Demand for healthcare services will increase because of the growing and aging population. More people means more need for healthcare specialists, and as the large baby-boom generation ages, it will require more healthcare. This, coupled with an increase in several chronic diseases such as diabetes, will drive the need for physician assistants to provide preventive care and treat those who are sick.

Physician assistants, who can perform many of the same services as doctors, are expected to have a larger role in giving routine care because they are more cost effective than physicians. As more physicians retire or enter specialty areas of medicine, more physician assistants are expected to take on the role of primary care provider. Furthermore, the number of individuals who have access to primary care services will increase as a result of federal health insurance reform.

The role of physician assistants is expected to expand as states continue to allow assistants to do more procedures and as insurance companies expand their coverage of physician assistant services.

Job Prospects

Good job prospects are expected, particularly for physician assistants working in rural and medically underserved areas, as well as physician assistants working in primary care.

For More Information

For more information on physician assistants, visit

American Academy of Physician Assistants

For a list of accredited physician assistant programs, visit

Physician Assistant Education Association

Accreditation Review Commission on Education for the Physician Assistant, Inc.

For information about certification requirements, visit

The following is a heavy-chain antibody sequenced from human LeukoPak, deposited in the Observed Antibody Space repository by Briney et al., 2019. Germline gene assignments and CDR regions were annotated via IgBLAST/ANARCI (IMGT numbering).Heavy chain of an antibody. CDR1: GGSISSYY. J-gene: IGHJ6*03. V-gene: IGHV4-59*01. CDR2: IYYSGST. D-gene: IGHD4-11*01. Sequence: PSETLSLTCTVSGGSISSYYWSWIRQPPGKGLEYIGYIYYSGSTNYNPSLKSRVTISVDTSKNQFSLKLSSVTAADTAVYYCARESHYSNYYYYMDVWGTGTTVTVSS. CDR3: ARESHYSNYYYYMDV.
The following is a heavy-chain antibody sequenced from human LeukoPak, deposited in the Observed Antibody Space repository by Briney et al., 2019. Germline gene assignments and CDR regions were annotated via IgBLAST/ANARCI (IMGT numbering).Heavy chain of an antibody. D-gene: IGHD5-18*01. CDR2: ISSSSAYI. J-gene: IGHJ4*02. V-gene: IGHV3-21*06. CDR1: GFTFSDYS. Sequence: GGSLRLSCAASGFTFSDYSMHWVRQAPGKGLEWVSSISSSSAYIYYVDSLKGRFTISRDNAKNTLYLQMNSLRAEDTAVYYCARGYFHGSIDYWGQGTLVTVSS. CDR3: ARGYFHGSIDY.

National Commission on Certification of Physician Assistants


Where does this information come from?

The career information above is taken from the Bureau of Labor Statistics Occupational Outlook Handbook. This excellent resource for occupational data is published by the U.S. Department of Labor every two years. Truity periodically updates our site with information from the BLS database.

I would like to cite this page for a report. Who is the author?

There is no published author for this page. Please use citation guidelines for webpages without an author available. 

I think I have found an error or inaccurate information on this page. Who should I contact?

This information is taken directly from the Occupational Outlook Handbook published by the US Bureau of Labor Statistics. Truity does not editorialize the information, including changing information that our readers believe is inaccurate, because we consider the BLS to be the authority on occupational information. However, if you would like to correct a typo or other technical error, you can reach us at

I am not sure if this career is right for me. How can I decide?

There are many excellent tools available that will allow you to measure your interests, profile your personality, and match these traits with appropriate careers. We recommend the Career Personality Profiler assessment ($29), the Holland Code assessment ($19), or the Photo Career Quiz (free).

Find Jobs Near You